Posted by: Patricia Salkin | August 24, 2015

MA Appeals Court Holds Zoning Board of Appeals Acted Within Its Discretion When It Denied Developer’s Application for a Special Permit to Build Residential Retirement Community

Plaintiff, Buccaneer Development, Inc., sought to build a residential retirement community for individuals fifty-five years of age and older, consisting of twenty-three single-family townhouses on twenty-three acres of land in the town of Lenox. Buccaneer commenced action in permit section of Land Court, seeking judicial review of determination of town zoning board denying its application for special permit. The Town counsel filed notice of transfer to Housing Court, which affirmed the determination of town zoning board denying permit. Buccaneer appealed, and the Appeals Court vacated and remanded. On remand, the permit session of the Land Court affirmed the board’s denial of the special permit, and an appeal was taken.

At issue, Section 6.1.1 of the by-law enumerated five factors the board must consider in determining whether to grant a special permit. One of these factors was relied on in the board’s argument on appeal that it properly based its denial of the special permit on traffic congestion, crash data, or pedestrian safety. However, the trial judge found that the evidence did not “support the conclusion that the proposed project would increase traffic congestion or adversely affect pedestrian safety,” and the board had not shown that the judge’s finding in this regard was clearly erroneous. The three other criteria in § 6.1.1 of the by-law specifically required the board to consider more subjective factors and not to grant a special permit unless it finds that the proposed use “(a) [i]s … in harmony with [the by-law’s] general intent and purpose; (b) [i]s essential or desirable to the public conveniences or welfare at the proposed location; [and] (c) [w]ill not be detrimental to adjacent uses or to the established or future character of the neighborhood.” The facts found by the trial judge provided support for the board’s determination under these factors. Therefore, the court found that the board acted within its discretion, consistent with the facts on the ground, and in conformity with the applicable by-law.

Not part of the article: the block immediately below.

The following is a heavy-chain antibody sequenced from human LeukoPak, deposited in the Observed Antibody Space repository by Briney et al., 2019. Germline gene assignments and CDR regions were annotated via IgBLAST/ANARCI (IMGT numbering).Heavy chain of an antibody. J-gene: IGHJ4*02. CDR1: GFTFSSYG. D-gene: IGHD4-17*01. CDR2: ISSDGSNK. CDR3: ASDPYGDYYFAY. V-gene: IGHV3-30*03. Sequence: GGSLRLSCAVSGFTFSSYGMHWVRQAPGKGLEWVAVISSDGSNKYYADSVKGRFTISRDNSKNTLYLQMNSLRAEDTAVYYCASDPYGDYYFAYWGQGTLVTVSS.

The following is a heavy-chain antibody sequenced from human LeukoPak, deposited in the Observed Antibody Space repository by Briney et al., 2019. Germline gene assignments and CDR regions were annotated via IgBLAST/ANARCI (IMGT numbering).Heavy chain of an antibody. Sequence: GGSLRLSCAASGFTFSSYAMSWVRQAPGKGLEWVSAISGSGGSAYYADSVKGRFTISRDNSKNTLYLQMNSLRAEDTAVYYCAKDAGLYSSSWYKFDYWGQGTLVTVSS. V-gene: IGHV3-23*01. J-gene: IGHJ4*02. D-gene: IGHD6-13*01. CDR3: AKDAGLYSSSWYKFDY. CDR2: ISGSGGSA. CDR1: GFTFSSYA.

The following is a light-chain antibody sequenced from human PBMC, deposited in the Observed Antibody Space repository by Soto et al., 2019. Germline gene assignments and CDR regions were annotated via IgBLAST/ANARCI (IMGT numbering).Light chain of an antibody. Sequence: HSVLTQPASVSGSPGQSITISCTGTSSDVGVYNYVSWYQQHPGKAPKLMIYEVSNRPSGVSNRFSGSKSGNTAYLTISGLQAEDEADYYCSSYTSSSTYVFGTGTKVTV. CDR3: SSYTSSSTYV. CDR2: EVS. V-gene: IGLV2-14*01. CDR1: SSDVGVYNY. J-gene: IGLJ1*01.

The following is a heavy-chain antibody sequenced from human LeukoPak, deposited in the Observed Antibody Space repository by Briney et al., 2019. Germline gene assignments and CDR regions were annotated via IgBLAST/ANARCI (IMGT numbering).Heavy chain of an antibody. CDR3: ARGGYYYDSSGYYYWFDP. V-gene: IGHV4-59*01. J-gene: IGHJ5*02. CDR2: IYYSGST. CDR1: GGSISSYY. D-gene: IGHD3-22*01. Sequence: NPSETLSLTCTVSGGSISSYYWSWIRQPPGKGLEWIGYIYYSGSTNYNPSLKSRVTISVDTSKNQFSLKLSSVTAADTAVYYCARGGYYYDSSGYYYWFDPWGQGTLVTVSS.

Buccaneer Development, Inc v Zoning Board of Appeals of Lenox, 2015 WL 4725043 (MA App. 8/11/2015)


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